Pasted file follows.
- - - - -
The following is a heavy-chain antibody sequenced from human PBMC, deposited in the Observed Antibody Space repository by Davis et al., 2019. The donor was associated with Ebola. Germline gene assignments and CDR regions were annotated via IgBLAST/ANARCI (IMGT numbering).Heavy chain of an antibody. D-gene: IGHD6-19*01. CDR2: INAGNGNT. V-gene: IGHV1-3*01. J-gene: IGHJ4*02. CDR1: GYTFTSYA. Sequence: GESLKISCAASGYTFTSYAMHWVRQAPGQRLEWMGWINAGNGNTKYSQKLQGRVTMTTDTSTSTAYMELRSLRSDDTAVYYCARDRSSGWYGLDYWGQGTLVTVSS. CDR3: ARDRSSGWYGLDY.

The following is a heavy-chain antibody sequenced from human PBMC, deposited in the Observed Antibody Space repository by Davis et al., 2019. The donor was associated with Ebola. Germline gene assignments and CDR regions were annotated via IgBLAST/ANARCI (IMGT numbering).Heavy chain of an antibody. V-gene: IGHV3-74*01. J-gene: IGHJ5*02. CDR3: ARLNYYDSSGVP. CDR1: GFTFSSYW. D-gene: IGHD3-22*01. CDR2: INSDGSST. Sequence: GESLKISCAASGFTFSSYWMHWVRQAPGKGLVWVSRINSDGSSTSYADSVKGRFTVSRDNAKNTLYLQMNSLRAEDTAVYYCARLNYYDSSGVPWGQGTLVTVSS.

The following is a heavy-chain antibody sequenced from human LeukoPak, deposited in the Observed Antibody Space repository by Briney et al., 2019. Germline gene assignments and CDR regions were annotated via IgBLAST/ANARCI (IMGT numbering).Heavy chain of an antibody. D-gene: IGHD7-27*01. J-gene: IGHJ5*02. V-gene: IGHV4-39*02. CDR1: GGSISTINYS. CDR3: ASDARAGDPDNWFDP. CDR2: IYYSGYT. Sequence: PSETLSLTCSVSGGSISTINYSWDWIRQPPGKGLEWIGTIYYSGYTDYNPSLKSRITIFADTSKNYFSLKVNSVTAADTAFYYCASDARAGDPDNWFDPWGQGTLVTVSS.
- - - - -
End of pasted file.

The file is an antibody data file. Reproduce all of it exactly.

The following is a heavy-chain antibody sequenced from human PBMC, deposited in the Observed Antibody Space repository by Davis et al., 2019. The donor was associated with Ebola. Germline gene assignments and CDR regions were annotated via IgBLAST/ANARCI (IMGT numbering).Heavy chain of an antibody. D-gene: IGHD6-19*01. CDR2: INAGNGNT. V-gene: IGHV1-3*01. J-gene: IGHJ4*02. CDR1: GYTFTSYA. Sequence: GESLKISCAASGYTFTSYAMHWVRQAPGQRLEWMGWINAGNGNTKYSQKLQGRVTMTTDTSTSTAYMELRSLRSDDTAVYYCARDRSSGWYGLDYWGQGTLVTVSS. CDR3: ARDRSSGWYGLDY.

The following is a heavy-chain antibody sequenced from human PBMC, deposited in the Observed Antibody Space repository by Davis et al., 2019. The donor was associated with Ebola. Germline gene assignments and CDR regions were annotated via IgBLAST/ANARCI (IMGT numbering).Heavy chain of an antibody. V-gene: IGHV3-74*01. J-gene: IGHJ5*02. CDR3: ARLNYYDSSGVP. CDR1: GFTFSSYW. D-gene: IGHD3-22*01. CDR2: INSDGSST. Sequence: GESLKISCAASGFTFSSYWMHWVRQAPGKGLVWVSRINSDGSSTSYADSVKGRFTVSRDNAKNTLYLQMNSLRAEDTAVYYCARLNYYDSSGVPWGQGTLVTVSS.

The following is a heavy-chain antibody sequenced from human LeukoPak, deposited in the Observed Antibody Space repository by Briney et al., 2019. Germline gene assignments and CDR regions were annotated via IgBLAST/ANARCI (IMGT numbering).Heavy chain of an antibody. D-gene: IGHD7-27*01. J-gene: IGHJ5*02. V-gene: IGHV4-39*02. CDR1: GGSISTINYS. CDR3: ASDARAGDPDNWFDP. CDR2: IYYSGYT. Sequence: PSETLSLTCSVSGGSISTINYSWDWIRQPPGKGLEWIGTIYYSGYTDYNPSLKSRITIFADTSKNYFSLKVNSVTAADTAFYYCASDARAGDPDNWFDPWGQGTLVTVSS.